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Pesky Parasites – Angiostrongylus Vasorum (Lungworm)


Lungworm otherwise known as Angiostrongylus Vasorum in dogs, and Aelurpstrongylus Abstrusus in cats. This parasite resides in the heart and pulmonary arteries and can therefore be fatal. There has been an increase in recorded canine Lungworm cases, but it is still less common than other dog parasites such as flea, ticks and worms. Feline lungworm cases are currently rare, but more cases are confirmed each year.


Dogs become infected by this parasite through the ingestion of infected slugs and snails. You may not necessary see your pet ingest any slugs or snails, as they may do it accidently when eating grass or drinking from outdoor water bowls. Cats who hunt birds and rodents will be at a higher risk of ingesting this parasite.


Lungworm can be diagnosed by:
  • Blood test
  • Faecal test
  • X-ray
  • Bronchoscopy


Canine symptoms can vary between cases, the most common signs are: coughing, lethargy, weight loss, poor appetite, vomiting, diarrhoea, excess bleeding from minor wounds and seizures.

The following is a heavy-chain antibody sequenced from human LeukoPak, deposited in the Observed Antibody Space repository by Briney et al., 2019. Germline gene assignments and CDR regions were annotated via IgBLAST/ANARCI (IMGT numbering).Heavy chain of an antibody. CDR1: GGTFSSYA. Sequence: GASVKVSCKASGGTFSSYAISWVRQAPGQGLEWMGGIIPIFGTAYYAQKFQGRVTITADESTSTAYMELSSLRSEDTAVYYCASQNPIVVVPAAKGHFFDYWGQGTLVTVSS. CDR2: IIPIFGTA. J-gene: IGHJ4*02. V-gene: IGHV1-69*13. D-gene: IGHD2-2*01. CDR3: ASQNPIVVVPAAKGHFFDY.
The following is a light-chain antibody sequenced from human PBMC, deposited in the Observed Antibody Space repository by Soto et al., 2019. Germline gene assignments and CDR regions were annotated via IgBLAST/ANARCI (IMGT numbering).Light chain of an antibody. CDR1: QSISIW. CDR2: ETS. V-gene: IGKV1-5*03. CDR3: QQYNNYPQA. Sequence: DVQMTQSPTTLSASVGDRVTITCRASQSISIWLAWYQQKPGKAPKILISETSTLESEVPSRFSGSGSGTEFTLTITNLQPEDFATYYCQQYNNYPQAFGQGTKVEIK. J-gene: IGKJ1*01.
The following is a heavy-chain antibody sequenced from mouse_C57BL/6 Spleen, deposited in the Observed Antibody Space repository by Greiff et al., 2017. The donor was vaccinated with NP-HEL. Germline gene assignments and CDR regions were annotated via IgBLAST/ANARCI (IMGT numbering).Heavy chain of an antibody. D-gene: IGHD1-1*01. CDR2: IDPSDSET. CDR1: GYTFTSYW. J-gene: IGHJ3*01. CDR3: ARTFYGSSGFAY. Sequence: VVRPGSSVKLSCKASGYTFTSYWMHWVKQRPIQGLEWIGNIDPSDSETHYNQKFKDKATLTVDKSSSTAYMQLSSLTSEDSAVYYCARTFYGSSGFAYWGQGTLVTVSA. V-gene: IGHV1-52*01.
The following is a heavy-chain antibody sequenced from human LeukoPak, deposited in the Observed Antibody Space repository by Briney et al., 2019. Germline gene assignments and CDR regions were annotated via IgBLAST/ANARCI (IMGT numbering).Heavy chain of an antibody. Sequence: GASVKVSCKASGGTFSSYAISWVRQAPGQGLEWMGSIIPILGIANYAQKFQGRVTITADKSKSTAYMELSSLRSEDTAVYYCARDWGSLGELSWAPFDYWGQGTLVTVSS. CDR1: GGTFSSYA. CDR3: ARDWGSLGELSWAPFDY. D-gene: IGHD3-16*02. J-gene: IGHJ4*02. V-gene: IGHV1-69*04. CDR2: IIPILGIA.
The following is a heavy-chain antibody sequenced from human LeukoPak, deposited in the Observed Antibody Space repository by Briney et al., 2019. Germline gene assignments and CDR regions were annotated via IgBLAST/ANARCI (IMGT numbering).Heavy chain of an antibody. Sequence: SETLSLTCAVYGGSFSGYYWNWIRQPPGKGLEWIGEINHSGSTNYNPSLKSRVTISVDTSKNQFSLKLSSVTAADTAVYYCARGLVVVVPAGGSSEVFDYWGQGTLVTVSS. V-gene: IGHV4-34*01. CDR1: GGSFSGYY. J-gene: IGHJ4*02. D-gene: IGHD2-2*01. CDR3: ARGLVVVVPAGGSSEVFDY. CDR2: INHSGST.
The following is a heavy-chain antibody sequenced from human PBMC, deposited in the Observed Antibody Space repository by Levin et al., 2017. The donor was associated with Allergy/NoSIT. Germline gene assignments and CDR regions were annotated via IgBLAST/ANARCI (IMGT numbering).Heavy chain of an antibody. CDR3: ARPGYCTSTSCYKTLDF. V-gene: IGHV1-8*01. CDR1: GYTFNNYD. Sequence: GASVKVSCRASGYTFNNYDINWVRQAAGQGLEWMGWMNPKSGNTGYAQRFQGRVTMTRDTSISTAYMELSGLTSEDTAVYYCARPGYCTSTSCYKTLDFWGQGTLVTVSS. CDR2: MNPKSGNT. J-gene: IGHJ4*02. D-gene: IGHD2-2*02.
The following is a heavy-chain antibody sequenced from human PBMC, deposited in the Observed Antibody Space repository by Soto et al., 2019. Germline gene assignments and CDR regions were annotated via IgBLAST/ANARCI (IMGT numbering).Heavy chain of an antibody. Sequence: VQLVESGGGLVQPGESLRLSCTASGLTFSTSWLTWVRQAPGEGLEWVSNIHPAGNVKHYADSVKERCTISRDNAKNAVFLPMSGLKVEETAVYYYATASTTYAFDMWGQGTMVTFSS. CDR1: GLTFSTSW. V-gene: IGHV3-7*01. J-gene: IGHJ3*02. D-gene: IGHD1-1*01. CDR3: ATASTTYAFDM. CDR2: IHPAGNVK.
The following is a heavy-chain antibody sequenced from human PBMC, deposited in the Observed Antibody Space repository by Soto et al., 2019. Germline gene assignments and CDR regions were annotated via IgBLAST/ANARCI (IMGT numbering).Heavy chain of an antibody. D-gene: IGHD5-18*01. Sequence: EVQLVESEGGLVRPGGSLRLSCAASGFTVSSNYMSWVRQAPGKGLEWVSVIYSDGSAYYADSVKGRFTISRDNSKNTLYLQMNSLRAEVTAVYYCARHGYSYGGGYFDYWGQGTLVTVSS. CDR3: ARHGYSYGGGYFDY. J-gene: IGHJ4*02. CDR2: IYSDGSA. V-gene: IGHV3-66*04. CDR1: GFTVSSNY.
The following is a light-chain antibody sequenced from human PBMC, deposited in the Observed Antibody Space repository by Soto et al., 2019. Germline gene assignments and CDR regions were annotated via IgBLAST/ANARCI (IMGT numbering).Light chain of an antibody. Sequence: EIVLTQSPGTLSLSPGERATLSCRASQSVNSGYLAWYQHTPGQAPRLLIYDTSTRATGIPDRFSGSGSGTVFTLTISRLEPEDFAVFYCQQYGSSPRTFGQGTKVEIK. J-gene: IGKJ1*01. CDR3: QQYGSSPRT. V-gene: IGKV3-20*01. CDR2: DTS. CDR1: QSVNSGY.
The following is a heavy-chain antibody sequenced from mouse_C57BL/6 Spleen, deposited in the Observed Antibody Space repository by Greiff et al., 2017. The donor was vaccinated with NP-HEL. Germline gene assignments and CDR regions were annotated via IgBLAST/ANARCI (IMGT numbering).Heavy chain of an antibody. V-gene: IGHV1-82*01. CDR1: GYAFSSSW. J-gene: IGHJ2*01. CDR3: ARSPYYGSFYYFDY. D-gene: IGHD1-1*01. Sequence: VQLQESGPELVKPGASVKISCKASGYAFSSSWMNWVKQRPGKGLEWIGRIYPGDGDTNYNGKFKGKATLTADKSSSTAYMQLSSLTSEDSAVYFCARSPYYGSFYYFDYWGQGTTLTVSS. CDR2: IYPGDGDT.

Felines may never show signs that they are affected by Lungworm, however if symptoms do occur they can include coughing, difficulty breathing and poor body condition.


Treatment is available for Lungworm cases in the form of a monthly prescription only treatment, which kills the L4 Lungworm larvae as well as other intestinal worms and fleas. However, in severe cases, this condition may be hard to treat.

PREVENTION IS KEY with Lungworm.

Here are some tips to help
  • Pick up the poop – Lungworm larvae is passed out in your pets faeces and therefore picking up after our pets prevents spread of the parasites
  • Pick up their toys – toys that left outdoors will be exposed to slugs and snails, increasing the risk of parasite spread
  • Don’t leave their food and water bowls outside – these will be exposed to slugs and snails increasing risk to your pet.
  • Monthly prescription only worming treatment will protect your pet against Lungworm and reduce its spread. Not all spot on treatments treat against Lungworm, so please contact us for advice. Unfortunately at present, there is no licensed preventive treatment for cat lungworm. Lungworm prevention for dog is included in our Pet Health Care plans.